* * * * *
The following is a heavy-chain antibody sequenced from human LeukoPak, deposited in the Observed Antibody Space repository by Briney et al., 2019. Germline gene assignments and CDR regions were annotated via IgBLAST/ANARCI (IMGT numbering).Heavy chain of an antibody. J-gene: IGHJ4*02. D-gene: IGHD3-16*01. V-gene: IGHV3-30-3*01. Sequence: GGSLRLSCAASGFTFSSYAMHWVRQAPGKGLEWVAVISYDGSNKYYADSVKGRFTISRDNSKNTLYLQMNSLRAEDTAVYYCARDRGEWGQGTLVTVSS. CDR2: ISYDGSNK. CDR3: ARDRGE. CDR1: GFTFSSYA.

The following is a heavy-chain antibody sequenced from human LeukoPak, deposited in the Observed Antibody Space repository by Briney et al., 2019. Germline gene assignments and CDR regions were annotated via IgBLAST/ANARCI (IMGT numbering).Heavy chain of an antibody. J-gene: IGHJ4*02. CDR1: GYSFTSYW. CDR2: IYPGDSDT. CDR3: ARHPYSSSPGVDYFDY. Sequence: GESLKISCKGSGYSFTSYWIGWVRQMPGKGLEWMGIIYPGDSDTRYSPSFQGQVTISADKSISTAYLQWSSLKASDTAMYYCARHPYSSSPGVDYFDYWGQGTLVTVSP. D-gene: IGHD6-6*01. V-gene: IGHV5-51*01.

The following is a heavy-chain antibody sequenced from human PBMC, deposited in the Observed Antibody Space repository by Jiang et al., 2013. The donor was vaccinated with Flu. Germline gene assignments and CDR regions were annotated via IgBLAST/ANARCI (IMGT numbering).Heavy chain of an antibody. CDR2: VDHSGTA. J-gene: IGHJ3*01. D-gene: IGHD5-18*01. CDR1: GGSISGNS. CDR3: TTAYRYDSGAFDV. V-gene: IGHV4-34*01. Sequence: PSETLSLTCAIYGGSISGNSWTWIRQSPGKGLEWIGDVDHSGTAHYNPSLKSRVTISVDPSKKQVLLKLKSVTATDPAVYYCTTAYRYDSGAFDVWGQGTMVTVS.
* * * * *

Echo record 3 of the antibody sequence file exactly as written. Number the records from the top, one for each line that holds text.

The following is a heavy-chain antibody sequenced from human PBMC, deposited in the Observed Antibody Space repository by Jiang et al., 2013. The donor was vaccinated with Flu. Germline gene assignments and CDR regions were annotated via IgBLAST/ANARCI (IMGT numbering).Heavy chain of an antibody. CDR2: VDHSGTA. J-gene: IGHJ3*01. D-gene: IGHD5-18*01. CDR1: GGSISGNS. CDR3: TTAYRYDSGAFDV. V-gene: IGHV4-34*01. Sequence: PSETLSLTCAIYGGSISGNSWTWIRQSPGKGLEWIGDVDHSGTAHYNPSLKSRVTISVDPSKKQVLLKLKSVTATDPAVYYCTTAYRYDSGAFDVWGQGTMVTVS.